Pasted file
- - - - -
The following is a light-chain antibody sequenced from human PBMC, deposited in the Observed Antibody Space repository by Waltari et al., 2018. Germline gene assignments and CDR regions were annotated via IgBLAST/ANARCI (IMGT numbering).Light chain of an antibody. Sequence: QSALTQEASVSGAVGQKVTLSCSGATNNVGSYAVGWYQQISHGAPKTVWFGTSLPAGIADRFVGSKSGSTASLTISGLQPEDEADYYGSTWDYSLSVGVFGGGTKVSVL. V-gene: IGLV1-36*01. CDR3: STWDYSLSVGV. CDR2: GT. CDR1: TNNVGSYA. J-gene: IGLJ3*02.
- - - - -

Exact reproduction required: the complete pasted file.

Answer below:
The following is a light-chain antibody sequenced from human PBMC, deposited in the Observed Antibody Space repository by Waltari et al., 2018. Germline gene assignments and CDR regions were annotated via IgBLAST/ANARCI (IMGT numbering).Light chain of an antibody. Sequence: QSALTQEASVSGAVGQKVTLSCSGATNNVGSYAVGWYQQISHGAPKTVWFGTSLPAGIADRFVGSKSGSTASLTISGLQPEDEADYYGSTWDYSLSVGVFGGGTKVSVL. V-gene: IGLV1-36*01. CDR3: STWDYSLSVGV. CDR2: GT. CDR1: TNNVGSYA. J-gene: IGLJ3*02.